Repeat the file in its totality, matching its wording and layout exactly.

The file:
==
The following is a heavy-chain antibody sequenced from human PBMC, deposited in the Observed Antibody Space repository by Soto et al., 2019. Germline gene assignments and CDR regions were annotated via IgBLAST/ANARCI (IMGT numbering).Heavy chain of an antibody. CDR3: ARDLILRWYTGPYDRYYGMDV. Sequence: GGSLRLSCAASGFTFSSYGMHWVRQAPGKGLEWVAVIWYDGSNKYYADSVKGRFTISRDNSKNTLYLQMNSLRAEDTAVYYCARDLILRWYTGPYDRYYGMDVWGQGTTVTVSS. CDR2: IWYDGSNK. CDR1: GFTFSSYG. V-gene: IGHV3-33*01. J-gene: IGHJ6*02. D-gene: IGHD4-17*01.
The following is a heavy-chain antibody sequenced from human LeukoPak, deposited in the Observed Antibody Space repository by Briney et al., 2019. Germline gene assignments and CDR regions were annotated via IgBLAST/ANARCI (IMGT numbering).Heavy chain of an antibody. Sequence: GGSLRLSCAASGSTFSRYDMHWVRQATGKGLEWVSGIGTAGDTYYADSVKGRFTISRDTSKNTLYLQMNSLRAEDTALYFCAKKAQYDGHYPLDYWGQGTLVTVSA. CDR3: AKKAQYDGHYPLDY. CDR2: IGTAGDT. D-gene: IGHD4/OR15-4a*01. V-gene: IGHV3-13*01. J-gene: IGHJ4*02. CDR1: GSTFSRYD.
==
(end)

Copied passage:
The following is a heavy-chain antibody sequenced from human PBMC, deposited in the Observed Antibody Space repository by Soto et al., 2019. Germline gene assignments and CDR regions were annotated via IgBLAST/ANARCI (IMGT numbering).Heavy chain of an antibody. CDR3: ARDLILRWYTGPYDRYYGMDV. Sequence: GGSLRLSCAASGFTFSSYGMHWVRQAPGKGLEWVAVIWYDGSNKYYADSVKGRFTISRDNSKNTLYLQMNSLRAEDTAVYYCARDLILRWYTGPYDRYYGMDVWGQGTTVTVSS. CDR2: IWYDGSNK. CDR1: GFTFSSYG. V-gene: IGHV3-33*01. J-gene: IGHJ6*02. D-gene: IGHD4-17*01.
The following is a heavy-chain antibody sequenced from human LeukoPak, deposited in the Observed Antibody Space repository by Briney et al., 2019. Germline gene assignments and CDR regions were annotated via IgBLAST/ANARCI (IMGT numbering).Heavy chain of an antibody. Sequence: GGSLRLSCAASGSTFSRYDMHWVRQATGKGLEWVSGIGTAGDTYYADSVKGRFTISRDTSKNTLYLQMNSLRAEDTALYFCAKKAQYDGHYPLDYWGQGTLVTVSA. CDR3: AKKAQYDGHYPLDY. CDR2: IGTAGDT. D-gene: IGHD4/OR15-4a*01. V-gene: IGHV3-13*01. J-gene: IGHJ4*02. CDR1: GSTFSRYD.